Iron Maiden’s Legacy of the beast tour reached Birmingham tonight. It’s fair to say fans were excited and ready to party with the bars nearby all full of Iron Maiden fans for hours before the doors opened with some bars running out of Trooper.
The ticketless entry seemed to work very well with no queues to worry about when I arrived, although I do miss having a proper ticket, even though I can understand the desire to cut down on touting.
First up before Iron Maiden was Killswitch Engage. Talk about a double edged sword – on the one hand supporting Iron Maiden means playing to packed arenas, but on the other, Iron Maiden fans are notoriously indifferent of support acts, and tonight the arena is probably only half full for their set with the remaining fans staying in the bars. Despite that, Killswitch Engage come out and immediately dive straight into a great set that would normally have fans going nuts, but tonight there are no circle pits, there’s no moshing and quite a lot of fans down at the front looking unimpressed at having to listen to anyone other than Iron Maiden. Despite that, there are clearly plenty of people there who are enjoying the set although it seems to be mainly the younger fans. It’s certainly a tough crowd but Killswitch Engage don’t seem put off and race around the stage and generally give it everything they’ve got. It’s a performance that would have gone down a storm at any festival, but tonight just isn’t their night.
After a short interval it was time for the main event – Iron Maiden. It’s fair to say fans are excited with a main topic of conversation being “the plane”. After their usual intro tape (Doctor doctor), we get Winston Churchill’s speech before the band take to the stage – with a full-size replica of a Spitfire aircraft above their heads. Most bands would bring out something that impressive as the finale to the show – maiden bring it out for the first song as they’re one of the only bands in the world that can do that and not have the rest of the show feel like an anticlimax. Kicking the show off with that spitfire as the band peform “Aces high” is one hell of an impressive start to a gig, but that’s just the start. They then move into “where eagles dare” before “2 minutes to midnight”. The first part of the set does have a military theme and people in army uniforms on stage at times and camouflage netting around the stage. Behind the stage, the backdrop changes for each song, and there are plenty of other visuals.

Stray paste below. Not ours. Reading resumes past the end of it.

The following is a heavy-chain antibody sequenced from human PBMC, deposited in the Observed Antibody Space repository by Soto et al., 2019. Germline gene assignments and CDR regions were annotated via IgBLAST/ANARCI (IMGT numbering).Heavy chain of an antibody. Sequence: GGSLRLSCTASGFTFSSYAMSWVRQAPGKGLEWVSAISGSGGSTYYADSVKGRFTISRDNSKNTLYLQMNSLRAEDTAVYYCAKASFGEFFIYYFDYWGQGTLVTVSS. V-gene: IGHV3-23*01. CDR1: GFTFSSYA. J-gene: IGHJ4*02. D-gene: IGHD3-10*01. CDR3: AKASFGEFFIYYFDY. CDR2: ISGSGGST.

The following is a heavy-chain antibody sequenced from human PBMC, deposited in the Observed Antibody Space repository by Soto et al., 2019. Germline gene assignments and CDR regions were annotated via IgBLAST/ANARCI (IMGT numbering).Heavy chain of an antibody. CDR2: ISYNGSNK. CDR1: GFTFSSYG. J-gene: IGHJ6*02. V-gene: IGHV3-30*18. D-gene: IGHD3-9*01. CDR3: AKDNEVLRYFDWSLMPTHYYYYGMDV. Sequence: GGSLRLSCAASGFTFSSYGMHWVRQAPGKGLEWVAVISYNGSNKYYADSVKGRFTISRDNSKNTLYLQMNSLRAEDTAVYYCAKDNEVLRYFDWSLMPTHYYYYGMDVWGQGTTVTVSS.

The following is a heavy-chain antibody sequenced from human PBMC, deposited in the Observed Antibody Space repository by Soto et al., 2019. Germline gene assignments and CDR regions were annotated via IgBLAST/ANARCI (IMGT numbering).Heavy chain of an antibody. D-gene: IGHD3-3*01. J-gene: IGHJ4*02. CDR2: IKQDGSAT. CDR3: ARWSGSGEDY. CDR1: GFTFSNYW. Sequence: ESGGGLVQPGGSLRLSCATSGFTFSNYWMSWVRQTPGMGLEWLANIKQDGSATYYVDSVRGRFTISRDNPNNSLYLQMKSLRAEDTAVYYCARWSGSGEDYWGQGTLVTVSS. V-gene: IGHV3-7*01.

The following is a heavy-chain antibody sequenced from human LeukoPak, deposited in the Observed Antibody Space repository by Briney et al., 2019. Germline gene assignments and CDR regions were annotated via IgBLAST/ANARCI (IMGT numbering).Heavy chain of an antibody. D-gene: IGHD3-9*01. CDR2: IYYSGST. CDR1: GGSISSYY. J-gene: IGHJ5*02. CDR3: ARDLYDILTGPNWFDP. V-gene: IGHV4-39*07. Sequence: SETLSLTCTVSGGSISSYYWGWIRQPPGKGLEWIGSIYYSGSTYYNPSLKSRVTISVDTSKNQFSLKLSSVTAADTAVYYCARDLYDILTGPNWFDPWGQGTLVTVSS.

For “Flight of Icarus” Bruce comes on stage with a pair of flamethrowers and seems to be having a lot of fun as he fires jets of flames all around. For a man celebrating his 60th birthday that day, Bruce Dickinson is amazing to watch – he never stops and races around the stage, regularly leaping into the air.
As you’d expect from Iron Maiden it’s a flawless performance – this is a band that tour so much that they’re totally polished and professional and watching the show there’s little sign of them ever wanting to slow down and cut back on touring (thank goodness).
There’s one departure from the standard show – at the end of the set, Nicko McBrain comes out from behind his drum kit and gets the crowd to sing Happy Birthday to Bruce Dickinson.
The setlist on this tour is simply fantastic – it’s a greatest hits type of tour, so it’s packed with the big songs that everyone wants to hear, but they’ve also thrown in songs that they don’t usually play such as “For the greater good of god”. I think they’ve got the setlist pretty much spot on – there will always be songs we’d love to hear that they can’t fit into the time, but whereas normally you’ll hear fans bitching about the setlist that a band is playing on tour, with this Iron Maiden tour I’ve seen/heard almost none of that – the reaction from fans has been almost universally positive.
As a live band, Iron Maiden are like a fine wine or whiskey – they seem to get better with age. This was an absolutely fantastic show – probably the best I’ve seen from them. Flawless performances, a great setlist and a superb show – what more could you ask for?